Talks between an Indian delegation of the Indus Water Commission and Pakistani officials remained inconclusive as both sides refused to shift their stated positions. The Indian delegation arrived in Lahore on August 23, 2014 for a five-day visit. The resumption of dialogue between the Indian and Pakistani Indus Water Commissions is an opportune development indeed. The news of resumption in dialogue between the two commissions remained largely unnoticed in Pakistan given the ongoing political situation in the country. Ironically it didn’t receive much notice in India either.
India’s announcement to send the delegation came four days after its decision to call off Foreign Secretary level talks between the two countries. Pakistan had termed India’s decision a major setback to its efforts towards normalizing relations with India. Responding to Indian objections to Pakistani Ambassador Abdul Basit’s meeting with Kashmiri leaders, Pakistan’s Foreign Office reiterated that meetings with Kashmiri leadership were “a longstanding practice” conducted to facilitate beneficial discussions on Kashmir. The talks between the two Foreign Secretaries are of immense importance as they set the tone for the future direction of India-Pakistan engagement. Many in Pakistan had criticized India’s announcement and termed it as being “damaging” to “the vision of peace” envisaged by Premier Nawaz Sharif when he attended Modi’s inauguration.
Upon the cancellation of the proposed Foreign Secretary level talks, it is being speculated that the two Prime Ministers would probably meet at the sidelines of the UN General Assembly session in September 2014. However, given the charged atmosphere due to tensions along the LoC the meeting seems doubtful. At best it would occur in a tense environment and without any fruitful outcome. The talks would not be part of the Composite Dialogue process either.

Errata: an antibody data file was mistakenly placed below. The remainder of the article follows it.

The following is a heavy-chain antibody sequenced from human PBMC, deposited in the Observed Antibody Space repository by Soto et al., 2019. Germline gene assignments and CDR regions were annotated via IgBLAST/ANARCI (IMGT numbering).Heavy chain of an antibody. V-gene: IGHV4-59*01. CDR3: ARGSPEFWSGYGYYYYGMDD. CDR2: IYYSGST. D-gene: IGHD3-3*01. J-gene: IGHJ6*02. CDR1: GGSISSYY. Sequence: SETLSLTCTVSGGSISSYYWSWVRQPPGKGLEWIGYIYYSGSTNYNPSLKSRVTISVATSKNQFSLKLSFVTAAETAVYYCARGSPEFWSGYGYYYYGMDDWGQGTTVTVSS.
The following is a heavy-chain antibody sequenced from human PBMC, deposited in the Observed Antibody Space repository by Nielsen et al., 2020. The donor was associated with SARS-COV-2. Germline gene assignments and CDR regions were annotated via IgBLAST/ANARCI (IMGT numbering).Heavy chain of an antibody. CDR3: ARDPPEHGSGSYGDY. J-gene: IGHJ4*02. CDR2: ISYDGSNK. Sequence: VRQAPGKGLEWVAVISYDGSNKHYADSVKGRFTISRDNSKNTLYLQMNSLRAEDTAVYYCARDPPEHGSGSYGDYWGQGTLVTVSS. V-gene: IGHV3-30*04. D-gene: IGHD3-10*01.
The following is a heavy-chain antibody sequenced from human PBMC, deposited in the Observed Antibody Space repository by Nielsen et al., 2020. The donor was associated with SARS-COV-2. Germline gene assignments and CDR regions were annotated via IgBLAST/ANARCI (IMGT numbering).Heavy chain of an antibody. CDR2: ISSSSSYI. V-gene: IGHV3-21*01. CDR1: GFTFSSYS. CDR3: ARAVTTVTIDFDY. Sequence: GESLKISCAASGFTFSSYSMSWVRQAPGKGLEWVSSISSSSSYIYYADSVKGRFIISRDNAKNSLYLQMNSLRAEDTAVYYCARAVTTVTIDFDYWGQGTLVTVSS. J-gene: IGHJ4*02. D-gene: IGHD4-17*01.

Given the importance of the Indus Water Treaty as one of the most important confidence building measures in South Asia, India’s decision to send a delegation to Pakistan to resume talks comes at a very opportune time. Irrespective of the outcome of the talks, the mere resumption of talks is a positive sign for India-Pakistan relations. The Indus Water Treaty was signed in 1960 and requires the Indus Water Commissioners of both India and Pakistan to meet annually, alternatively in both India and Pakistan. The last meeting between the two commissions was held in India in September 2013.
Despite various novel propositions regarding dispute settlement between the two sides there still remain main issues that the two countries need to sort out. In April 2012, for example, both India and Pakistan proposed to set up an independent body with neutral experts in order to facilitate the process and also help avert any future problems arising as a result of water sharing between the two countries. The independent commission had envisioned the collection of real time data at “minor and major tributaries.” The system also proposed “the installation of satellite based real-time telemetry system in Indian-held Kashmir at a minimum 100 locations for monitoring water quality and quantity. This would also help remove mistrust on data exchange between the two countries.”
The agenda for the current meeting includes various controversial issues including the design of the Kishanganga dam on the Jhelum River, as well as four electricity projects initiated by India on the Chenab River and five dams under construction in Indian Held Kashmir. India asserts that it is not in violation of the treaty whereas Pakistan argues that the proposed projects are in violation of the Indus Water Treaty.
As in the past the results of this meeting may yet be inconclusive. However the very nature of the treaty ensures that both sides continue to talk to each other despite the numerous differences that exist between them. An underlying assumption of the treaty is the fact that both India and Pakistan have an interest in the optimum development of rivers, thereby ensuring collaboration and cooperation between the two neighbours. Emulating the principles of the Indus Water Treaty, decision makers in both India and Pakistan need to realize the importance of continued dialogue with each other in order to ensure lasting peace in South Asia.